Volt needs $5 or $6 a gallon to become ‘generalised’, says GM’s Lutz (CNet)
Will the end of the recession mean fewer land rigs in North America? (Platts/The Barrel)
California may pull plug on big energy-guzzling TVs (LA Times)
Scotland unveils world’s first ‘carbon budget’ (Guardian)
Views about whether the recent flurry of oil discoveries make a difference to future oil supply depend very much on how big those fields are thought to be.
In the FT today, Bob MacKnight at PFC Energy says the new discoveries will shallow the decline rather than move the peak, whereas Wood Mackenzie’s Ann-Louise Hittle suggests the new front between Ghana and Sierra Leone could perhaps move the goalposts.
But this all depends on just how good the new Venus well turns out to be – and whether it does indeed herald more discoveries on the scale of Ghana’s Jubilee field along the intervening coast.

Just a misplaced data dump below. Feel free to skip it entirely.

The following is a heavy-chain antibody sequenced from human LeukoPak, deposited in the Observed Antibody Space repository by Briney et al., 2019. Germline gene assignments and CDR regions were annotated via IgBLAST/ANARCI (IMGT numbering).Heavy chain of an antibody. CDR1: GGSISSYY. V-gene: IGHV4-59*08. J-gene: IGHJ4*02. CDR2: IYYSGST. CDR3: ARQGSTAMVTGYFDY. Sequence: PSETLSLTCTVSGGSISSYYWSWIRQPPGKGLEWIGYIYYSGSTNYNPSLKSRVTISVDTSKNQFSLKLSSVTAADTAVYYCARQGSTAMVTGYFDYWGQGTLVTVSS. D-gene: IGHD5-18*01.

Per the table above, it all looks rather promising. But remember, companies and other supply forecasters tend to factor in discoveries that are yet-to-be-made; so these new resources have plenty of demand just waiting for them:
Under the Bush Administration, the United States was long the pariah of international climate change efforts.
But climate change negotiators, looking towards the big Copenhagen meeting in December, have welcomed the Obama Administration’s willingness to tackle climate change. The new president’s stance on the subject at the G8 talks and the Major Economies Forum meeting in July was cause for optimism for various world leaders and climate officials.
The US Congress, however, isn’t necessarily going to match up to these high hopes, and as December draws near, other countries are showing signs of impatience.
Mainstream financial analyst types tend to shy away from talking about peak oil – even when they are talking up a looming supply crunch, this is usually attributed to the short- to mid-term under-investment problem. So a presentation by Iain Reid, a senior oil analyst at Macquarie Bank, stirred much excitement when some details were published this week.